One of the ‘shops that POP! stores featured in my namesake book is Godfrey’s – Welcome to Dogdom, a pet lifestyle store. Godfrey’s owner had a concept for a seasonal Fall marketing promotion to include a Facebook post. The idea was to showcase its selection of fall-themed pet products and this message:
I loved the Fall-themed marketing concept, since every retailer should make the most of their unique seasonal opportunities. For pet owners the fall brings special challenges as the days get shorter. But as for the post, I felt it was good, but not great – it didn’t POP!
This is where I think it missed the mark: It led with the change of season, not specifically what that means for the dog owner, which is danger for you and your pet. The picture emphasized the season, but nothing in the picture said ‘come to the store and get products to make your dog safer this fall.’ No specific safety product was spotlighted. Nothing but the wreath stood out in that shot, and what does a fall wreath have to do with selling dog safety accessories? Nada!
Here is my do over to make the Facebook posting POP!
The makeover brings the specific need – dog safety – to the fore. It presents Godfrey’s not only as the solution for the need, but it also calls people’s attention to a critical seasonal problem that they may well have overlooked or ignored.
It provides a meaningful call to action – stop by to get your dog the most up-to-date, cutting-edge safety gear and if you bring your pooch along, it gets a treat.
The original text didn’t once mention the store’s name – big fail, since you need to imprint your store on the customer’s conscious and nothing does that better than repeating the name.
And this post, like every other FB posting, should end with a branding message, in this case the ‘dog is family’ tagline which is what the store is all about.
Finally to illustrate the posting, rather than the generic window display, it should show the product in action.
Make your next Facebook posting POP!
The first step is to get started. Too many people find getting started the hardest part, but that is because they want the first draft to be perfect, which it will NEVER be. So jot down some key ideas, key points, key messages you want to communicate in your next Facebook posting.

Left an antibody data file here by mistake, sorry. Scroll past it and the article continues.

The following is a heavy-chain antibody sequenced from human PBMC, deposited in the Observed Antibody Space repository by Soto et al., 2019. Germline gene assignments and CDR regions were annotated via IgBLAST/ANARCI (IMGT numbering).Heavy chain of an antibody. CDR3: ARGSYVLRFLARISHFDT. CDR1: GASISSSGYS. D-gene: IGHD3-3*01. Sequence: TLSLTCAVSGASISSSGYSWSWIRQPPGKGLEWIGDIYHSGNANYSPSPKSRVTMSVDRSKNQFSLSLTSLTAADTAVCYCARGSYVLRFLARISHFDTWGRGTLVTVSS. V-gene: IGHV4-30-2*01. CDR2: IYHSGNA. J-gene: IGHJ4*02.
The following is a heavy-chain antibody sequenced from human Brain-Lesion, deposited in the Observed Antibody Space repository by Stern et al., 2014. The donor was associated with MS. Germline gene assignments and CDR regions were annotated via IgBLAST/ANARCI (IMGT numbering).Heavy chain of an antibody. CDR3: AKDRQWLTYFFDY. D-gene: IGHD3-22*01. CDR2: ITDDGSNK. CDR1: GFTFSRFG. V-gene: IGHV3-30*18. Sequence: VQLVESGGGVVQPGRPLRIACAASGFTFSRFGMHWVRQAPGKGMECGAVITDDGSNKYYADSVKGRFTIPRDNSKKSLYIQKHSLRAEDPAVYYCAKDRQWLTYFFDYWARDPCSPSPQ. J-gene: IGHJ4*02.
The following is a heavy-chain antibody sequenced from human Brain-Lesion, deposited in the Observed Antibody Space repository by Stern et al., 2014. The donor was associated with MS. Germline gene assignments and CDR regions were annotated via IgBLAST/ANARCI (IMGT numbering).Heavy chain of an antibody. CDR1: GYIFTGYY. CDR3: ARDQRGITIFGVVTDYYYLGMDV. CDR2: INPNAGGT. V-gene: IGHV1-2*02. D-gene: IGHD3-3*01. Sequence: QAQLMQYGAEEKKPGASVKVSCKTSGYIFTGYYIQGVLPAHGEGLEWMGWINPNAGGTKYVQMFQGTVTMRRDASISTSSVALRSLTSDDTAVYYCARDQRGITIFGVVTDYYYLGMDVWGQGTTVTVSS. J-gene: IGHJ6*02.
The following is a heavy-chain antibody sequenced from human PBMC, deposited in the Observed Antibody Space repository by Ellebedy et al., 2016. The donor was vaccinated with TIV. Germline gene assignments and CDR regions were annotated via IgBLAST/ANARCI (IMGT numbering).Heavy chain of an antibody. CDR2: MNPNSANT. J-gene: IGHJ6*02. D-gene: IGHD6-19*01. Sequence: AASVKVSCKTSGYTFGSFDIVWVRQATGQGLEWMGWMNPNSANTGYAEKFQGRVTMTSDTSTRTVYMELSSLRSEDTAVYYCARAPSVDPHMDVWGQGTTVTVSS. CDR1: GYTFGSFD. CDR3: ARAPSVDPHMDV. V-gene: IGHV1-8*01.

For example, Godfrey’s owner, Barb Emmett, views the store’s Facebook page as a place to slot different kinds of messages, some that are marketing-related and focused on customer needs, others that are personal and/or informational that promote the love and care of dogs, and others that communicate the shop’s comfortable and pet-friendly environment.
Sometimes the Facebook message can get confused if you try to combine too many goals in a single post. Better to pick just one goal and make that focus, as in this case she has specific sales goals in mind, though she wants to convey the message in a personal way in keeping with the shops friendly environment. It is important to make sure that the specific goal is part of the first draft, in the above case to sell more pet-safety products.
Then with the posting drafted, identify what specific customer experience or need your offer will fulfill. And make that customer need the lead in to your posting. So while the change of season inspired the original FB draft above, the need to care for your pet’s safety is what the readers need to do. Hence, the call out on pet safety now in the headline.
Be sure to mention your shop’s name at least once, if not more times, as appropriate. Yes, your shop’s Facebook page has the store name, but make sure it is always part of the text as well.
Include an offer and a call to action, what you want the reader to do and how you will reward them. Yes, sales and freebie giveaways are overused, but they do work. Making them a limited time offer can provide some urgency to act.
Make sure there is a branding message on every posting as well. This also is easily overlooked but adds punch to all your shop’s marketing and messaging.
And the picture that illustrates your post should include people’s faces, not just products. In my book, Shops that POP! 7 Steps to Extraordinary Retail Success, one of the essential principles highlighted is the need to imprint yourself and your store in the customers’ memories. Using your smiling face as the model, or in the case for Godfrey’s its dog greeter, in Facebook postings is a powerful way to make a lasting impression.
Finally, write your posts with a clear idea of your goals and who you ultimately want to attract to your store.
Get more marketing inspiration from Shops that POP!
My new book, Shops that POP! 7 Steps to Extraordinary Retail Success, shows retailers, large and small, how to make their shop POP! Written about and for specialty retailers, it is filled with cases studies of stores that have the POP! magic and presents hundreds of actionable ideas for retailers to put to work immediately in their stores.
The most important thing retailers need to understand is that success today is less about WHAT they sell, and more about HOW they sell it. Shops that POP! will inspire you to achieve extraordinary retail success.
And if you’d like my personal help to transform your store into a shop that POPs!, I’d love to hear from you. I can assist in many ways including helping you craft more powerful and compelling marketing messages, studying your customers’ profile to map a path to find new customers you’d like to attract to your shop, or personally visiting your store and developing a customized POP! Plan for you.